Bantamweight has had a strong 2019 and 2020 looks ready to follow suit. Naoya Inoue’s World Boxing Super Series win, the emergence of Nordine Oubaali, and the imminent, interesting late career arrival of current lineal Jr. featherweight champion Guillermo Rogindeuax have created some fascinating options for the division.
Among those options will be unification for the winner of this Saturday affair (ESPN+, 2 PM EST) between a pair of men who have won major titles in two divisions apiece. Casimero has won four in a row and seven of his last eight. Tete, returning from a shoulder injury that forced him out of the WBSS before a semi-final against Nonito Donaire, has won twelve straight.
It could easily be a longer streak with both Tete’s losses since a stoppage to Moruti Mthalane in 2010 coming via narrow decision on the road. Both men have said they want a crack at unified titlist Naoya Inoue.
Who will be a step closer when the smoke clears?
Let’s get into it.
Stats and Stakes
Title: WBO bantamweight (2017-Present, 3 Defenses)
Previous Titles: IBF Jr. bantamweight (2014-15, 1 Defense)
Weight: 116 ¼ lbs.
Hails from: Mdantsane, Eastern Cape, South Africa
Record: 28-3, 21 KO, 1 KOBY
Rankings: #1 (Ring), #4 (TBRB, ESPN, BoxRec), #7 (Boxing Monthly)
Record in Title Fights: 5-1, 2 KO, 1 KOBY (6-1, 2 KO, 1 KOBY including interim title fights)
Last Five Opponents: 114-9-2 (.920)
Current/Former World Champions/Titlists Faced: Moruti Mthalane TKO by 5; Juan Alberto Rosas L12; Juan Carlos Sanchez KO10; Paul Butler TKO8; Omar Narvaez UD12
John Riel Casimero
Previous Titles: IBF Jr. Flyweight (2012-14, 3 Defenses); IBF Flyweight (2016-17, 1 Defense)
Weight: 117 ¼ lbs.
Hails from: Ormoc City, Leyte, Philippines
Record: 28-4, 19 KO, 1 KOBY
Press Rankings: #5 (Boxing Monthly), #6 (TBRB, BoxRec), #7 (ESPN), #8 (Ring)
Record in Major Title Fights: 5-2, 3 KO, 1 KOBY (9-3, 6 KO, 1 KOBY including interim title fights)
Last Five Opponents: 71-37 (.657)
Current/Former World Champions Faced: Ramon Garcia L12; Moruti Mthalane TKO by 5; Luis Lazarte TKO10; Pedro Guevara SD12; Amnat Ruenroeng L12, KO4; Charlie Edwards TKO10
The Case for Tete: Tete has the edge in both height and reach in this fight, standing a listed five inches taller at 5’9 and with a 72” wingspan to Casimero’s 64”. Tete doesn’t always fight tall, sometimes staying inside and crouching down but he appears most comfortable working off his jab and keeping opponents at range. The southpaw has a nice sneaky right hook that lands with real zip, including an 11 second knockout of Siboniso Gonya three fights ago. If Tete can establish his jab and counter Casimero while the Filipino is winding up, the chance is there for him to control the geography of the fight and pile up points. Tete appears on film to be significantly quicker in recent vintage and he lets his hands go more. He’ll have to be wary of Casimero’s sudden bursts of offense and a wild uppercut that lands at odd angles.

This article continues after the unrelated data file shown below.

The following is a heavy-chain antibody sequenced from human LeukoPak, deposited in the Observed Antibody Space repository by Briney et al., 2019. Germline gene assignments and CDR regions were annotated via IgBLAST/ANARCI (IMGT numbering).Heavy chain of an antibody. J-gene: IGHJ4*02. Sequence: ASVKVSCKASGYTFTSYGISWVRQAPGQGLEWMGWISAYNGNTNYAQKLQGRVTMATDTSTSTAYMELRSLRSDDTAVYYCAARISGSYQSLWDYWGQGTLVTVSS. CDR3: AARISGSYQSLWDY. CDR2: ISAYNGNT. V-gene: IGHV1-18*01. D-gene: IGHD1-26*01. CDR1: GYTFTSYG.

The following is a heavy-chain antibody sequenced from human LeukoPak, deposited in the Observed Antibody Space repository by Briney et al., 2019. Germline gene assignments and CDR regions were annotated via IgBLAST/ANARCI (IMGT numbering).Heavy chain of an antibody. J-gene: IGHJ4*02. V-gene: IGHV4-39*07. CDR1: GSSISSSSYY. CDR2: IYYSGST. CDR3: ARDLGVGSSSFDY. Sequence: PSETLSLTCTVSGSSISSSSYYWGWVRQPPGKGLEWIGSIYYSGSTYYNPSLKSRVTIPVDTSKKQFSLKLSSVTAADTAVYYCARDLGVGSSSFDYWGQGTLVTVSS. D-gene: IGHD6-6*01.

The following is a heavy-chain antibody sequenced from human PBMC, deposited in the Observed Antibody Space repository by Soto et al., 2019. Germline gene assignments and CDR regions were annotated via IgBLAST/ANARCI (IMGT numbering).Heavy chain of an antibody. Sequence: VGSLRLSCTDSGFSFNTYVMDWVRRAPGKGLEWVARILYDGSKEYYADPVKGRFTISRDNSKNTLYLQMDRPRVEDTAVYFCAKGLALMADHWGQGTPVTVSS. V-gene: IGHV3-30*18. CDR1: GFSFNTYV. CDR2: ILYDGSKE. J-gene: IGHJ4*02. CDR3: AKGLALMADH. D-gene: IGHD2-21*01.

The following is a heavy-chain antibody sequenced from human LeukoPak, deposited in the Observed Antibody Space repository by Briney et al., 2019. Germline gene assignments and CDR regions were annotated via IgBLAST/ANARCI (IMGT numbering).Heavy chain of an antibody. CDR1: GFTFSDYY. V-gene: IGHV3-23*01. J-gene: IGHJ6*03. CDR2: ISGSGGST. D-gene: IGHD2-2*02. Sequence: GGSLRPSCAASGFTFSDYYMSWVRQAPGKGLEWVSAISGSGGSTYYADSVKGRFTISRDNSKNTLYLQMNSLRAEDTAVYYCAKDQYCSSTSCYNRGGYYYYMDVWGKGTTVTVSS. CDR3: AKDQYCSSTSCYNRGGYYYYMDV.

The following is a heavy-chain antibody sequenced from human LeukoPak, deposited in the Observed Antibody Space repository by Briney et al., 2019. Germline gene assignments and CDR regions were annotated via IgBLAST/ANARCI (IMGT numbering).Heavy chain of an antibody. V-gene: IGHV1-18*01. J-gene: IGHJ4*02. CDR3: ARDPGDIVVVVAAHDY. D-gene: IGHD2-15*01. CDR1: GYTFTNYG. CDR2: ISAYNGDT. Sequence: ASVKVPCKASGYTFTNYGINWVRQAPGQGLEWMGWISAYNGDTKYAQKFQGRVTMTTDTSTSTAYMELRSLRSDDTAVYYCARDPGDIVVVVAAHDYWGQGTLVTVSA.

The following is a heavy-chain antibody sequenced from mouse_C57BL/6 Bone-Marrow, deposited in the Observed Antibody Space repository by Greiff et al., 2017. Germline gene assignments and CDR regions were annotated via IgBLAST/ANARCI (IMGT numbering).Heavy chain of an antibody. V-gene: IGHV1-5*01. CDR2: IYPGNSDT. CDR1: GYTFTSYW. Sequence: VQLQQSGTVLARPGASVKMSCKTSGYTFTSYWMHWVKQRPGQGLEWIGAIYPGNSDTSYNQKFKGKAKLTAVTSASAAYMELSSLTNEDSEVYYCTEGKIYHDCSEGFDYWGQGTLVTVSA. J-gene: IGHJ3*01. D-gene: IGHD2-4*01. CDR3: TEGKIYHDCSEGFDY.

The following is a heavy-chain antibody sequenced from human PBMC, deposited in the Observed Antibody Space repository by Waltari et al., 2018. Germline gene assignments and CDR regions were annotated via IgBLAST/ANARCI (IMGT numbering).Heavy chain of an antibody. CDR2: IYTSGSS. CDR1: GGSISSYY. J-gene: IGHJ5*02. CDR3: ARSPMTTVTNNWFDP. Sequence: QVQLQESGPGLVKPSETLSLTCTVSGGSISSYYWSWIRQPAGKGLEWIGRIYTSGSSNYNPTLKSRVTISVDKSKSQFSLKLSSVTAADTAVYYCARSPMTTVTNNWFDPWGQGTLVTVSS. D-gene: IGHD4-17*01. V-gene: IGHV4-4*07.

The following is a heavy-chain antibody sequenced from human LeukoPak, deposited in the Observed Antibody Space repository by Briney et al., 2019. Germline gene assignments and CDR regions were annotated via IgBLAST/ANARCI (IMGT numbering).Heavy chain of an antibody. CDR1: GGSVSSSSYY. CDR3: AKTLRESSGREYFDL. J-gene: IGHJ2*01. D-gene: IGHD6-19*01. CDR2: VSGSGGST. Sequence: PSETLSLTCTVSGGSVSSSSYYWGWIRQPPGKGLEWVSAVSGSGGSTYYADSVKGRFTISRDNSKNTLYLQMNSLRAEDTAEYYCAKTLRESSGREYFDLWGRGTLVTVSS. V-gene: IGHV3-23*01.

The Case for Casimero: Film of Casimero is fairly consistent. He comes forward and, when he thinks he has an opening, he throws hard. In between, he can sometimes paw with his offense and that wouldn’t be a good idea against a Tete who can exploit that with snapping jabs. Casimero can be too focused on hard shots occasionally. The punch output in his last few fights has been spotty. It cost him against an unheralded Jonas Sultan who avoided getting caught and basically just outworked him. Casimero throws hard to the body and knows how to find holes for the hook in close. Casimero won’t outbox Tete so he’s going to have to force chances to outfight him. His best chance is to wear at the body and hope to catch Tete blind. Casimero has been willing to get a little dirty in the past and may want to draw on some of the experience he gained against Lazarte and Ruenroeng. He’s going to need every trick to force Tete out of the South African’s comfort zone.
The Pick: The difference in speed based on the form each man has had in their last four or five fights is huge. Casimero has never been fleet fisted but there is a noticeable drop off in quickness from his title run at flyweight to now. Casimero’s measured pace looks like a bad recipe against the longer, faster finesse of Tete. It’s amplified by knowing Tete can hurt a man coming in. On paper, this looks like a good fight and the toughest defense of Tete’s reign so far. In reality, the physical dimensions of the fight and Tete’s advantage in reflexes and defense could make this a rout. The pick is Tete in decisive fashion.
Rold Picks 2019: 66-16
Cliff Rold is the Managing Editor of BoxingScene, a founding member of the Transnational Boxing Rankings Board, and a member of the Boxing Writers Association of America. He can be reached at email@example.com